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THE WALKING DEAD 7×01 Recap “The Day Will Come When You Won’t Be”

By on October 24, 2016

Andrew Lincoln as Rick Grimes - The Walking Dead _ Season 7, Episode 1 - Photo Credit: Gene Page/AMC

The Walking Dead delivered on all its promises last night in an episode that left fans not only devastated by multiple brutal events but pondering once again if the show has gone too far in terms of gore and violence.

Teasing that there would be deaths (plural) the premiere saw Rick and the gang lose not one but two of their own through a series of events that mirrored, and in one case turned on its head, comic book canon.

Let’s break down the night’s events (spoilers ahead, obviously).

The premiere opens as we left off. Someone has been bludgeoned to death by Negan’s Lucille, but we still don’t know who. Threatening to kill Negan, Rick is visibly shaken and trembling with rage. Who was killed? Who was Negan’s first victim? We still don’t know, dammit!

Negan is unhappy that Rick is not suitably broken by events and drags him away to Eugene’s RV, where, while attempting to start the engine, Rick makes a bold grab for the ax, only for Negan to pull a gun on him. After being beaten and taken for a drive to a lonely fog-shrouded, and oh yes walker-infested location, Negan tosses the ax outside and forces Rick to go get it, taunting him with the death of our still unknown victim, and Rick’s fantasy that they would all one day be “sitting around the table at Sunday dinner, living happily every after.”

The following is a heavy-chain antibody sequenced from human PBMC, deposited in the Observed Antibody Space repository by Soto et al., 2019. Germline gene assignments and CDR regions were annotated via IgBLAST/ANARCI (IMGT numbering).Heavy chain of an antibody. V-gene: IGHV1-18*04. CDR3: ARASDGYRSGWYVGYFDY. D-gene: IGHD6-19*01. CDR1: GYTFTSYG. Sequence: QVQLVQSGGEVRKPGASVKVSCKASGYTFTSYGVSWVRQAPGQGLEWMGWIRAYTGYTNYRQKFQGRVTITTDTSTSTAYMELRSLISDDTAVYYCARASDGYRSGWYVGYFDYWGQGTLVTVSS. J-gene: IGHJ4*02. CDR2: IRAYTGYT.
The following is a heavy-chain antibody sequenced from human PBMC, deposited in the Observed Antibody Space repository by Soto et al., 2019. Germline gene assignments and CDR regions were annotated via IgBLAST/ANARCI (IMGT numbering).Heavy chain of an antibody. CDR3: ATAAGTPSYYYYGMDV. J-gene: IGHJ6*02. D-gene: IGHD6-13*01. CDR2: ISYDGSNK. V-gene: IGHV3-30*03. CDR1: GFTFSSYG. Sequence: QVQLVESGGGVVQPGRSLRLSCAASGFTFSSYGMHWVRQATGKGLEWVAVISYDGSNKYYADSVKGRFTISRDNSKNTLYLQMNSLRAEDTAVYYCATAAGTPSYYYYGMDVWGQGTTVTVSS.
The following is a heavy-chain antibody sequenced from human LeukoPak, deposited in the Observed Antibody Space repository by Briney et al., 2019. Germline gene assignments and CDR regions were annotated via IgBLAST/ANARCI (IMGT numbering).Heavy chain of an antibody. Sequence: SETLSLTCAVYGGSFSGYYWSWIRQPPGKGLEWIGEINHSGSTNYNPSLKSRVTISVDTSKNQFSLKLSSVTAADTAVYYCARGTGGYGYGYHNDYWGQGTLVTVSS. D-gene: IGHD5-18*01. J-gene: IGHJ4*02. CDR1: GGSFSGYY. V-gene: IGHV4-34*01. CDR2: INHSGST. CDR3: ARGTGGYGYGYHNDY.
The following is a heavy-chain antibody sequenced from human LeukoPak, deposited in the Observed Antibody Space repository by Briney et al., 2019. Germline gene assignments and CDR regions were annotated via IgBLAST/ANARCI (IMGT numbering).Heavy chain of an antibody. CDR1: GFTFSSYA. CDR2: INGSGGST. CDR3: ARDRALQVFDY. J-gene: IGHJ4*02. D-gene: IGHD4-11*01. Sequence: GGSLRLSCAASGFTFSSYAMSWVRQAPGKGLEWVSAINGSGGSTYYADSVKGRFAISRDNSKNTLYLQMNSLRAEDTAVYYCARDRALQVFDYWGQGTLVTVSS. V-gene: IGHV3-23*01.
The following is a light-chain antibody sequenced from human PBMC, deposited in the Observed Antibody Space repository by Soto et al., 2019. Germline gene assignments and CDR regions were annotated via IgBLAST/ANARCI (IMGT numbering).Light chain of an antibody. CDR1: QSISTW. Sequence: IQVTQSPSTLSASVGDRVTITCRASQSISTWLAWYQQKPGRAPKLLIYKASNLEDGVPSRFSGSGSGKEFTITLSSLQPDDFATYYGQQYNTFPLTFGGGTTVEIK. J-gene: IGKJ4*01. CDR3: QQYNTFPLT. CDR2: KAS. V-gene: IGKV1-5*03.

Rick manages to gain access to the RV’s rooftop, where he (and the audience) flashes back to just who died at Negan’s hands. Turns out, it was Abraham Ford. We learn that Abraham faced his death with dignity and fearlessness, getting off a “suck my nuts” jibe before finally succumbing to Lucille.

Was it gruesome? Yes. Was it hard to re-live through Rick’s eyes? Absolutely. But there was worse to come — much worse — as the comic book finally caught up with the series. Taunting Rosita with the bloody remains of her ex prompted Daryl to snap and lunge at Negan. Big mistake. Following through on his promise to allow Rick’s group one misdemeanor but not two, Negan then took Glenn’s life in an extended, gratuitous, conversational, eyeball-popping scene that made me question why I even watch this show. Again.

Weighing in on the double murder writer Robert Kirkman made the following comments on The Talking Dead after last night’s episode.

“I think more than anything, the introduction of Negan, as heartbreaking as it is and as gut-wrenching as it is, was really to just set the stage in a way of saying, you know, this show, this story isn’t going anywhere,” said Kirkman. “We still have a lot more to do. We’re setting the stage for a lot more to come. There is so much that comes out of this scene that has to be resolved. We felt like, as many years as we’ve been doing this, we wanted to send a clear message that we are just getting started and there is a lot that is going to be coming from this.”